DOL Changes Who Can Participate in a Multiple Employer Pension Plan
38 million US employees do not have pension plans. President Trump hoped to reduce those numbers with an August 31, 2018 executive order which directed the Department of Labor (DOL) to “expand the circumstances under which United States employers, especially small and mid-sized businesses, may sponsor or adopt a multiple employer plan (MEP) as a workplace retirement option for their employees…”
A multiple employer plan is a plan maintained by two or more unrelated employers who are not members of a controlled group. The MEP requires some form of commonality among the firms, such as being in a similar industry.
A new Department of Labor rule, issued July 29 and effective September 30, 2019, expands the parameters for participating in a MEP to include membership in the same association. The DOL expansion also provides that a professional employer organization (PEO) may sponsor a MEP.
For example, the San Jose Chamber of Commerce may sponsor a MEP for its members.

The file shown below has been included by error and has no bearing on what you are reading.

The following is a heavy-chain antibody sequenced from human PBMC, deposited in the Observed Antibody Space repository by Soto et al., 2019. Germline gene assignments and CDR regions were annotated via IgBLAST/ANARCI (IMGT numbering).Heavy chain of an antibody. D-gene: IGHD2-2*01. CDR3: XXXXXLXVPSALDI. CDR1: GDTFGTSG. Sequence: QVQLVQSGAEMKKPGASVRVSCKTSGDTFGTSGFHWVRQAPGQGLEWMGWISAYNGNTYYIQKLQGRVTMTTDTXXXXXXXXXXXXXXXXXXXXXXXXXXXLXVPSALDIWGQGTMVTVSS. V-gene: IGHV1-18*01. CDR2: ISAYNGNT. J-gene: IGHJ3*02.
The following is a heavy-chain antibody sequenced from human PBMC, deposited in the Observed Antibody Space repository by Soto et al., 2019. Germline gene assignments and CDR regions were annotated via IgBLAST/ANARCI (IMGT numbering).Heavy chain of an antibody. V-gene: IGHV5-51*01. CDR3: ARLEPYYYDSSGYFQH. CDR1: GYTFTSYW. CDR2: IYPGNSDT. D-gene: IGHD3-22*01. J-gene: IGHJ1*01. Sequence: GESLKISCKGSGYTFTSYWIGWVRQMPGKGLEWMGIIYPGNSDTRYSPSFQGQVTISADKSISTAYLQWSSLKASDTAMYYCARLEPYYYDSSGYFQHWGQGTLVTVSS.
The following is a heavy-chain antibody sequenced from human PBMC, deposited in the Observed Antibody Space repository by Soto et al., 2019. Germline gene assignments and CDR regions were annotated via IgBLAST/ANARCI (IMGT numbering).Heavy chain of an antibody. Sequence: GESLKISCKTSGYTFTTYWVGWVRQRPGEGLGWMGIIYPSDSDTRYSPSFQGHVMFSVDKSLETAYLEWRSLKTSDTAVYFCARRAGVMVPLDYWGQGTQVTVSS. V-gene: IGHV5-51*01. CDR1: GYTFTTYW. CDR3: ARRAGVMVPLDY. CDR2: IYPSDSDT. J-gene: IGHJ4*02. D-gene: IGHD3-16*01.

The DOL expansion does not create an “open MEP” under which multiple employers have no common characteristic, affiliation, or purpose. An “open MEP” would permit financial institutions or other persons to maintain a single defined contribution retirement plan on behalf of multiple unrelated employers. The proposed SECURE Act would authorize “open MEPs.”
The MEP is maintained by multiple employers for the purpose of pooling plan assets to reduce administrative costs and for advantageous investing. Plans with $10 million in assets are charged almost four times as much in investment fees as those charged to plans with $1 billion in assets.
WHY DO WE CARE?
Our small business clients will be hearing from their associations that there have been changes to pension plan rules that reduce employer costs. This basic information on MEPs provides a few answers for client questions.